For Monday’s article about the rise of IBM’s Watson platform, I had to first learn a bit about Watson. I basically decided to write the post while getting ready for an hour of running and walking. Once I knew what I would write about, I got rather impatient, fearing that lack of time would make it hard to gather information and do the write-up during the remaining hours of the day. But then I realized that I could just open Apple’s Podcast app on my iPhone and search within the Podcast directory for episodes about Watson. I found a couple and thus arrived back home with a nice basic overview that I could base my continued research on.
During this process I realized one amazing side effect of the latest Podcast boom: Whatever topic of knowledge you take, there most likely is a Podcast or at least an episode hosted somewhere on the web. The challenge right now is to find it. Most Podcast apps offer rudimentary search features for names and descriptions. But usually the search capabilities were built to find full podcasts to subscribe to or episodes to listen to, not for on-demand information research. Text-based search within the audio data itself is not possible. Also not all Podcast content is indexed by the leading Podcast apps (e.g. no files hosted on SoundCloud).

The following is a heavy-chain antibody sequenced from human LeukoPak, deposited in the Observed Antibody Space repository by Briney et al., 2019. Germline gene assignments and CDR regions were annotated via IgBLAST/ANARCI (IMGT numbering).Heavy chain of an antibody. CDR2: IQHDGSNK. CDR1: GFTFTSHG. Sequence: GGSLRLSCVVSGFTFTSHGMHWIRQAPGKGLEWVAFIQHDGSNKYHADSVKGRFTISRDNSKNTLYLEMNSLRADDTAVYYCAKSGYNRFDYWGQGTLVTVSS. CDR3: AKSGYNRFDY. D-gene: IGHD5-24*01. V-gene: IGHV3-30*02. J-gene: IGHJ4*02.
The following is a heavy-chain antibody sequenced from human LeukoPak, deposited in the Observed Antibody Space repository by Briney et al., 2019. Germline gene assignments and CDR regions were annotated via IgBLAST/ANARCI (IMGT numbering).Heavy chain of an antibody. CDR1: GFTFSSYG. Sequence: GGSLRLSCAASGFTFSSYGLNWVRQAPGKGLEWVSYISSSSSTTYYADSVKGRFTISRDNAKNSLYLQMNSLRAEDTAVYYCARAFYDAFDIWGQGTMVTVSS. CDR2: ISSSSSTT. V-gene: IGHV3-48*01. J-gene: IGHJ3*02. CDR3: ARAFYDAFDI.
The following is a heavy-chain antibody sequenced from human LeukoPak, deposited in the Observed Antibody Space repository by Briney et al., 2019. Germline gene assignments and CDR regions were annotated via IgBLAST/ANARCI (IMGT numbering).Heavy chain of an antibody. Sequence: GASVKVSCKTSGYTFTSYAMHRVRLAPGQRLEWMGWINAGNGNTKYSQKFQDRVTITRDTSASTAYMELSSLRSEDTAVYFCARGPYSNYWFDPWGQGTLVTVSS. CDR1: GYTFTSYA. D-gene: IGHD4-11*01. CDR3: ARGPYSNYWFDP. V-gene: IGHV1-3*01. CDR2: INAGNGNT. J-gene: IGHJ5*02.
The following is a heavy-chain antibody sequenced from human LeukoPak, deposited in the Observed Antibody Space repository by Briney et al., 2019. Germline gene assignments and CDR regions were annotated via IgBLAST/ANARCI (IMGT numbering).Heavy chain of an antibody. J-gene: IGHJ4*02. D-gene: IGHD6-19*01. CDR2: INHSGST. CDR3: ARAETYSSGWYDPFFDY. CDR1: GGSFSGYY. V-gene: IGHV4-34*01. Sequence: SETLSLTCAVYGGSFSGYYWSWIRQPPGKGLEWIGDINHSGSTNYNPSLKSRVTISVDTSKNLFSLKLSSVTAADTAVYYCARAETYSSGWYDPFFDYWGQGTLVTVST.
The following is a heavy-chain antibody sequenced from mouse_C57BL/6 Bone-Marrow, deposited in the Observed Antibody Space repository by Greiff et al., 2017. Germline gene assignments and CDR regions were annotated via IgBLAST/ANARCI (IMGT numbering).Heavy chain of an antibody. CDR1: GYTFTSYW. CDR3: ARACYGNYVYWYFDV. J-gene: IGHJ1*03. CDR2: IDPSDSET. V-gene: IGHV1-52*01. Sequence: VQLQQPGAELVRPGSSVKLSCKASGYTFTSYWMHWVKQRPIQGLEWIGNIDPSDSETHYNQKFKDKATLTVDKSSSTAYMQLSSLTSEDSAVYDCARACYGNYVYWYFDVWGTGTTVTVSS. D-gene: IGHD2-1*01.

While I am sure that are some cutting-edge Podcast search apps or services out there that I am unaware of, there obviously is a big opportunity in making millions of podcast hours available through a smart search interface. With people constantly being on the go and connected, there are many situations in which a text-based information acquisition is not possible, but audio would be fine. Modern smartphone OS and many reading apps now offer a text-to-speech feature, so one could listen to a Wikipedia article, for example. But in regards to listening pleasure and quality, any amateur Podcast easily beats these annoying computer-generated voices.
If there is a service already doing what I am describing, then I can at least state that it is far from the reach and popularity it deserves – otherwise I would have certainly heard about it. But more likely is that nobody has really tapped into the potential of the audio web yet. Not even Google offers a Podcast search. Considering how popular Podcasts have become in recent years, somebody really should fill this gap.